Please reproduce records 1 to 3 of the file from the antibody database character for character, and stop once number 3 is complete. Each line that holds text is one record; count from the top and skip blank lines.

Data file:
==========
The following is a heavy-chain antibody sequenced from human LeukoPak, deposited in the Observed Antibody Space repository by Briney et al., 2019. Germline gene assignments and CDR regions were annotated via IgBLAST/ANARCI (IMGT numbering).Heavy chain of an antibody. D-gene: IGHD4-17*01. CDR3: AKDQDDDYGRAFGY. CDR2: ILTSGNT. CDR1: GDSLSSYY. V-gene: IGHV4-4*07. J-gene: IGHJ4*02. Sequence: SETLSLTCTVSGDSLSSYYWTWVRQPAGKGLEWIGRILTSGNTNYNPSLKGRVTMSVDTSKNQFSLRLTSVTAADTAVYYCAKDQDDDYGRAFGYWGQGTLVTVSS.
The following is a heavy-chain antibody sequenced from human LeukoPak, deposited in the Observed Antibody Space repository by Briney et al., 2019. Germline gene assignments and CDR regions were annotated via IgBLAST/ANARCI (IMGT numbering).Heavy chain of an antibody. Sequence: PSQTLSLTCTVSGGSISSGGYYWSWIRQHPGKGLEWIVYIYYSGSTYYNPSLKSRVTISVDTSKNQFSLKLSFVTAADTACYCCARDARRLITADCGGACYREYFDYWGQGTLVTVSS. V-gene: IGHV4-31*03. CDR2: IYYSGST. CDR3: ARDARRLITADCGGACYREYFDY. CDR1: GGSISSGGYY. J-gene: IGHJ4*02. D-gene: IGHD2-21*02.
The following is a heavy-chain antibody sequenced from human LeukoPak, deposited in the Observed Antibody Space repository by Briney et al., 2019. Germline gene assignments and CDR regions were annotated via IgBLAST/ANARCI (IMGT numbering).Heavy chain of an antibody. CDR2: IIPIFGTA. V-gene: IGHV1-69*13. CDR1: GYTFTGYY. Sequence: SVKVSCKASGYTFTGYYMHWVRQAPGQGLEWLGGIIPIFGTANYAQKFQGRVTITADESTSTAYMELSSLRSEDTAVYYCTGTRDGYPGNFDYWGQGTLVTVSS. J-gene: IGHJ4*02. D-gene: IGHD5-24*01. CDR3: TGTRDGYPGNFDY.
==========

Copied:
The following is a heavy-chain antibody sequenced from human LeukoPak, deposited in the Observed Antibody Space repository by Briney et al., 2019. Germline gene assignments and CDR regions were annotated via IgBLAST/ANARCI (IMGT numbering).Heavy chain of an antibody. D-gene: IGHD4-17*01. CDR3: AKDQDDDYGRAFGY. CDR2: ILTSGNT. CDR1: GDSLSSYY. V-gene: IGHV4-4*07. J-gene: IGHJ4*02. Sequence: SETLSLTCTVSGDSLSSYYWTWVRQPAGKGLEWIGRILTSGNTNYNPSLKGRVTMSVDTSKNQFSLRLTSVTAADTAVYYCAKDQDDDYGRAFGYWGQGTLVTVSS.
The following is a heavy-chain antibody sequenced from human LeukoPak, deposited in the Observed Antibody Space repository by Briney et al., 2019. Germline gene assignments and CDR regions were annotated via IgBLAST/ANARCI (IMGT numbering).Heavy chain of an antibody. Sequence: PSQTLSLTCTVSGGSISSGGYYWSWIRQHPGKGLEWIVYIYYSGSTYYNPSLKSRVTISVDTSKNQFSLKLSFVTAADTACYCCARDARRLITADCGGACYREYFDYWGQGTLVTVSS. V-gene: IGHV4-31*03. CDR2: IYYSGST. CDR3: ARDARRLITADCGGACYREYFDY. CDR1: GGSISSGGYY. J-gene: IGHJ4*02. D-gene: IGHD2-21*02.
The following is a heavy-chain antibody sequenced from human LeukoPak, deposited in the Observed Antibody Space repository by Briney et al., 2019. Germline gene assignments and CDR regions were annotated via IgBLAST/ANARCI (IMGT numbering).Heavy chain of an antibody. CDR2: IIPIFGTA. V-gene: IGHV1-69*13. CDR1: GYTFTGYY. Sequence: SVKVSCKASGYTFTGYYMHWVRQAPGQGLEWLGGIIPIFGTANYAQKFQGRVTITADESTSTAYMELSSLRSEDTAVYYCTGTRDGYPGNFDYWGQGTLVTVSS. J-gene: IGHJ4*02. D-gene: IGHD5-24*01. CDR3: TGTRDGYPGNFDY.